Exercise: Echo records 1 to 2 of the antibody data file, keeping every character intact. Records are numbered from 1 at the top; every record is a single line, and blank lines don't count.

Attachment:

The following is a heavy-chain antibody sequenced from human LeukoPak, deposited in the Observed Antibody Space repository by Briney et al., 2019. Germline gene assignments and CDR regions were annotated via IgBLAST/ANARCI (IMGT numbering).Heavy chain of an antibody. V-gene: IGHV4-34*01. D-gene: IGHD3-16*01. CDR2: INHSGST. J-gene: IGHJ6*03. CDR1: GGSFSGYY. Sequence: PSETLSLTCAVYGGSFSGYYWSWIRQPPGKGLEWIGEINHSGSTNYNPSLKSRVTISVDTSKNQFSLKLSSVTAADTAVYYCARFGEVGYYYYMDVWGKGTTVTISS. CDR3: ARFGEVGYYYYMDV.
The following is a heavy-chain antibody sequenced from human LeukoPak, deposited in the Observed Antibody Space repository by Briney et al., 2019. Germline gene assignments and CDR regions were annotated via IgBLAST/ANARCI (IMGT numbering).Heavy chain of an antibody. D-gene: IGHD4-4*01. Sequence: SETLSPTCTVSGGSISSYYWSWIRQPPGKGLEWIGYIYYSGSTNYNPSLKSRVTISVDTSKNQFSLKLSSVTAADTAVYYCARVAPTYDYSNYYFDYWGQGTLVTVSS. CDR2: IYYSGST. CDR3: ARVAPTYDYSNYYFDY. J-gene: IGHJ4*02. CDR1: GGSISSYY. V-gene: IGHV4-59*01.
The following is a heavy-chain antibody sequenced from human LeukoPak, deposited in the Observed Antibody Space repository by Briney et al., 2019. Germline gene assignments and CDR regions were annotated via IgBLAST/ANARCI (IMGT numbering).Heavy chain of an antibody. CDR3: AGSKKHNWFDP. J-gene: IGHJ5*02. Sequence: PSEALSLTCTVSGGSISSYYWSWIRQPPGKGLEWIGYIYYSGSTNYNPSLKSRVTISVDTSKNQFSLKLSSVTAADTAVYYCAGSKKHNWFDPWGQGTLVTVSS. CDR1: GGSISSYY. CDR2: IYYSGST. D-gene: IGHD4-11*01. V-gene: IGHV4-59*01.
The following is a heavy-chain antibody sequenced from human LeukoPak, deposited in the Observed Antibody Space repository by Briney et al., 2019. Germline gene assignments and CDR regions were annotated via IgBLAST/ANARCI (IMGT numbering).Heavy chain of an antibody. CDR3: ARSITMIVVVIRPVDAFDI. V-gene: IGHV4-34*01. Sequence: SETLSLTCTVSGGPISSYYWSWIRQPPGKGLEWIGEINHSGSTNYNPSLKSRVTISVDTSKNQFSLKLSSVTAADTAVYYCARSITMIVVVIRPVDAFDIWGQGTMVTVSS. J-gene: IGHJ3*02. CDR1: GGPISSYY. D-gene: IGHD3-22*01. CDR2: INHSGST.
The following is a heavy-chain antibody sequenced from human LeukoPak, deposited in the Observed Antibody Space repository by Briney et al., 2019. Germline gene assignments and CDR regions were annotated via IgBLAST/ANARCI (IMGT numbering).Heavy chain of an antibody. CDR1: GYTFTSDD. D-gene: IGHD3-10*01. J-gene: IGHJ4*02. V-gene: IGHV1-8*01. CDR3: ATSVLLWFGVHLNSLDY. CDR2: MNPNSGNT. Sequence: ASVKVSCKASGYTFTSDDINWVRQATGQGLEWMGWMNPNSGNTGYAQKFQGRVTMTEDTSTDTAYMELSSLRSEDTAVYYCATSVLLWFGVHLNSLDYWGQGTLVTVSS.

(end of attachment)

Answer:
The following is a heavy-chain antibody sequenced from human LeukoPak, deposited in the Observed Antibody Space repository by Briney et al., 2019. Germline gene assignments and CDR regions were annotated via IgBLAST/ANARCI (IMGT numbering).Heavy chain of an antibody. V-gene: IGHV4-34*01. D-gene: IGHD3-16*01. CDR2: INHSGST. J-gene: IGHJ6*03. CDR1: GGSFSGYY. Sequence: PSETLSLTCAVYGGSFSGYYWSWIRQPPGKGLEWIGEINHSGSTNYNPSLKSRVTISVDTSKNQFSLKLSSVTAADTAVYYCARFGEVGYYYYMDVWGKGTTVTISS. CDR3: ARFGEVGYYYYMDV.
The following is a heavy-chain antibody sequenced from human LeukoPak, deposited in the Observed Antibody Space repository by Briney et al., 2019. Germline gene assignments and CDR regions were annotated via IgBLAST/ANARCI (IMGT numbering).Heavy chain of an antibody. D-gene: IGHD4-4*01. Sequence: SETLSPTCTVSGGSISSYYWSWIRQPPGKGLEWIGYIYYSGSTNYNPSLKSRVTISVDTSKNQFSLKLSSVTAADTAVYYCARVAPTYDYSNYYFDYWGQGTLVTVSS. CDR2: IYYSGST. CDR3: ARVAPTYDYSNYYFDY. J-gene: IGHJ4*02. CDR1: GGSISSYY. V-gene: IGHV4-59*01.